To some outsiders, PR means little else but dealing with crisis. While PR pros know this is not so, sometimes it can seem that way. And a surge of crisis work is coming from a group usually viewed as anathema to PR pros: lawyers.
Yes, straight from the Strange Bedfellows Department, law firms are embracing PR.
Part of this unusual alliance is linked to social media. As PR pros know well, few things can sink a reputation faster than social media. For the legal profession, social media has become the great differentiator. Even cases that appeared cut-and-dried, with positive outcomes, can result in reputation damage for lawyers' clients.
Another thing PR pros know well–make that everyone knows well–social media can be a time suck. So, demand for legal PR is growing in part because law firms lack the time to resolve crises brewing outside of their purview, but closely related to their cases.
Most lawyers do not have much interest in monitoring social media accounts, creating positive online content or chasing down media members. All this is catnip for PR pros, however.
Give the legal profession credit, though. It's woken up to the dual-court concept. Lawyers now accept there are courts of law and a court of public opinion. PR pros who specialize in legal communication can create a bridge between what is happening in court and what's going on outside it.
If you have a media or PR strategy that works in tandem with your legal approach, then you can accomplish things in the public arena. And in the end, what happens in court may matter less than what happens outside, in that other court. This is why lawyers now build cases inside and outside court rooms.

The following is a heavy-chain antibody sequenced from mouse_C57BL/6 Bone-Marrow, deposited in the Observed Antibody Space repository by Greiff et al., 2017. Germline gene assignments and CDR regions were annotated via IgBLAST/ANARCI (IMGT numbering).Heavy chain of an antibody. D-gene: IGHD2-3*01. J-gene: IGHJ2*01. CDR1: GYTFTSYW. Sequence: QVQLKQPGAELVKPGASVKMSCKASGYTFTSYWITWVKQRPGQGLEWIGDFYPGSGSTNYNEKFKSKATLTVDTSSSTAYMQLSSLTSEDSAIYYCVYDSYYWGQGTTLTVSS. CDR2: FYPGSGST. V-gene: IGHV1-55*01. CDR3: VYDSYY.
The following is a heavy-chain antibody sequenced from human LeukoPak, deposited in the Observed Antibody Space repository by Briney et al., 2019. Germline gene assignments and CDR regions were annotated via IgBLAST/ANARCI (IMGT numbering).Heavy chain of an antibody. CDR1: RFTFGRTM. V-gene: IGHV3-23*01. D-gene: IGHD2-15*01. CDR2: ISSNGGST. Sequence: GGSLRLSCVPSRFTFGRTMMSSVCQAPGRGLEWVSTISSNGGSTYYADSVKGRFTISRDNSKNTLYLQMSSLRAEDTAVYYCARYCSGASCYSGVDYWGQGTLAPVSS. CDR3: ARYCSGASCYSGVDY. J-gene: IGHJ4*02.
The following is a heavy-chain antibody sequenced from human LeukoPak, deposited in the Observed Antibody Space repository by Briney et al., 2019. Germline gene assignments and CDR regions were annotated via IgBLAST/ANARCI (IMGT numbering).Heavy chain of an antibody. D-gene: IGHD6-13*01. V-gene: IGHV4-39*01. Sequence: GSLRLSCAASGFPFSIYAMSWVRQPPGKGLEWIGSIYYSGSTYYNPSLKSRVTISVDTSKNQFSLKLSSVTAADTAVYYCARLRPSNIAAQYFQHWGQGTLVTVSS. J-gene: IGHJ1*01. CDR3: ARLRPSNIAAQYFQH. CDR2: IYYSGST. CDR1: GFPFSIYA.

Justice Moves Slowly, Not PR
It's an axiom that the justice system moves slowly. Yet well-executed PR can pressure a legal team's opponent, exposing him in the court of public opinion. This might prompt a bad actor to settle a case before things get worse.
And despite what you see on TV, courts rarely are exciting places. On the other hand, legal PR experts can employ drama to educate the public about a case. While courts have strict rules of evidence, the court of public opinion gives PR pros far more latitude.
As such, law firms employ PR pros so their client’s story is shared in a manner that captures and captivates. PR can elicit sympathy, boost credibility and make a client’s situation more relatable.
Lawyers also turn to PR pros to correct misinformation. If the media reports on a matter with misleading of inaccurate information, then that misinformation not only spreads, but is legitimized and cemented through news coverage. Legal PR consultants know how to correct the facts and bring false narratives under control.
Having your narrative in the news first is another way PR pros help lawyers. It's more effective to have an argument presented first than trying to rebut the other side's negative portrayal. Legal PR experts who work regularly with media can present a client’s story in the most favorable light. If a case makes it to the news, lawyers who leave media coverage to chance do so at their peril.
It is also important to remember that whatever is reported will come up in searches again and again in the future. This potentially can tarnish a client’s reputation long after a case is closed.
Lawyers and non-lawyers need the skills to respond to unexpected events at the speed of social media. Aligning a winning legal strategy with good PR makes sense and helps clients win inside and outside the courthouse.
Evan Nierman is founder and CEO of Red Banyan